As a doctor, I am expected to complete a certain number of continuing education hours per year to maintain my registration. When I recently took part in an eight-hour course, including one hour as an instructor, I was, to my great surprise, only awarded seven hours of continuing education. I called to ask why that was. The answer was quite baffling: “In the hour that you were teaching, you didn’t learn anything. That’s why we registered seven hours.”
Apparently, it was not clear to this person that you often learn more from teaching than from taking a course. Teachers try to prepare well, read relevant literature, and consider all the difficult questions students might ask as well as the answers to these questions. Not only do you learn a lot from this, but you also integrate the material better. If you’re a teacher, you will no doubt recognise this.
That is why it’s so valuable when students are invited, under the guidance of a lecturer, to explain course material to each other. More than once I have seen it happen that students who are convinced that they know how things stand, find out during their own explanation that something is not quite right after all. This is very instructive. When students explain things to one another, however, it is important that a lecturer is present who can make sure that no misconceptions arise or go unanswered, and who can answer difficult questions that students cannot figure out on their own. If questions are raised that cannot be answered in the current state of science, the lecturer can guide students in formulating new critical research questions. Moreover, the lecturer contributes to a good atmosphere and motivation.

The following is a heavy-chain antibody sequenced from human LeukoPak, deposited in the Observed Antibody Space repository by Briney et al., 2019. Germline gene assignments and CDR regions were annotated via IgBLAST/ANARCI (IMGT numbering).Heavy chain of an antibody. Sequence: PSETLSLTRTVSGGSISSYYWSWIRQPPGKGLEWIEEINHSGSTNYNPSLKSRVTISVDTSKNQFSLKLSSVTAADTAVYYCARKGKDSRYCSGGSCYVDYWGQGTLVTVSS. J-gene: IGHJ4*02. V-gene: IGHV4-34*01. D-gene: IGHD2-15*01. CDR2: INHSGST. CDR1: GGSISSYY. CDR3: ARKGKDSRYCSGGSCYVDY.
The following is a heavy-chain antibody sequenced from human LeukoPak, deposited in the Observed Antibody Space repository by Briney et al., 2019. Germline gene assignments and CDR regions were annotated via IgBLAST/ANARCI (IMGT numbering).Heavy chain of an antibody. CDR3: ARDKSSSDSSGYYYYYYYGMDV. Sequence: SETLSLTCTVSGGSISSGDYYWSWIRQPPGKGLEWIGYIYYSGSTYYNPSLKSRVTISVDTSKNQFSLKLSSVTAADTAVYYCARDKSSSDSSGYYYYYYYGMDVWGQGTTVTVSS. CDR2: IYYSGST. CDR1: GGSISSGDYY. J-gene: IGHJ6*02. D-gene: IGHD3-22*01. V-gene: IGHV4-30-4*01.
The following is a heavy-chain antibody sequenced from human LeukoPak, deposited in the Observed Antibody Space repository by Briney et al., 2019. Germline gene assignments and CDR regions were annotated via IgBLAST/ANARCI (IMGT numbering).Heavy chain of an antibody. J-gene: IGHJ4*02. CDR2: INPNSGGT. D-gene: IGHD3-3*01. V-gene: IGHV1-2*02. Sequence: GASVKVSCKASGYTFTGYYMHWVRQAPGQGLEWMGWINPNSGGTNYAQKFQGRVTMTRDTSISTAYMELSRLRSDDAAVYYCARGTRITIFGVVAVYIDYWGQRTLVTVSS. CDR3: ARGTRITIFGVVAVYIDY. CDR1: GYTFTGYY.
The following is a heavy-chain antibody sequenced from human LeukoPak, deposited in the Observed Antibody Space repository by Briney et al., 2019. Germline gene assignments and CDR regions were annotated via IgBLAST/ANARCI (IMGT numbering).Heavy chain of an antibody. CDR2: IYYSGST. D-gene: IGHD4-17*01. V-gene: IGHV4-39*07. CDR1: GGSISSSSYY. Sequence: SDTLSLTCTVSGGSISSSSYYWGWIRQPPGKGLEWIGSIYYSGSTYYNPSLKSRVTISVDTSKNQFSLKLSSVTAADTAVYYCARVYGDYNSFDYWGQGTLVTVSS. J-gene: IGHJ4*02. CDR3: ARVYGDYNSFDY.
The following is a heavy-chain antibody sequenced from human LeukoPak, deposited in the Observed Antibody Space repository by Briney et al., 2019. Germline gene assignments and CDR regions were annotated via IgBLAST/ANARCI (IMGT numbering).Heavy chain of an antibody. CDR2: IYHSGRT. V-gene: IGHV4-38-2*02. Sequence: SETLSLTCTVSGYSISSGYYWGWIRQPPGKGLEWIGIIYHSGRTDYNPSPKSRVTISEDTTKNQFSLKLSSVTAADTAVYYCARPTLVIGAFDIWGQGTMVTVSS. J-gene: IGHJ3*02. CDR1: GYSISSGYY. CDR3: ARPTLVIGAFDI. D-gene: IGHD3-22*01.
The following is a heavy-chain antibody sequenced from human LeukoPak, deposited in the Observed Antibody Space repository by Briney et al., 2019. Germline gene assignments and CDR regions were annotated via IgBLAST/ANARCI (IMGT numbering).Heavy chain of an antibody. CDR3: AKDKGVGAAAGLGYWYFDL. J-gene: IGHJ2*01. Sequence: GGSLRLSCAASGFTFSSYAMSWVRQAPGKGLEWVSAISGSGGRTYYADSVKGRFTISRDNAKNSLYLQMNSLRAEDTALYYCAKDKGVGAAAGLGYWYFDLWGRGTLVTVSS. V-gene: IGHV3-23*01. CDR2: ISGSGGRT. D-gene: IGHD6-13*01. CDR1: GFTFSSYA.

This approach is also valuable for lecturers. They gain a greater understanding of the questions students are facing, and also of how to explain or not to explain something. This does take guts, because as a lecturer, you definitely lose some control. But for those who are well-versed in the material, it is a really fun and exciting approach.
For students, this approach can sometimes be difficult at first. It is also hard work. But they usually soon realise that this helps them understand and remember the material much better: that they learn better by teaching someone else.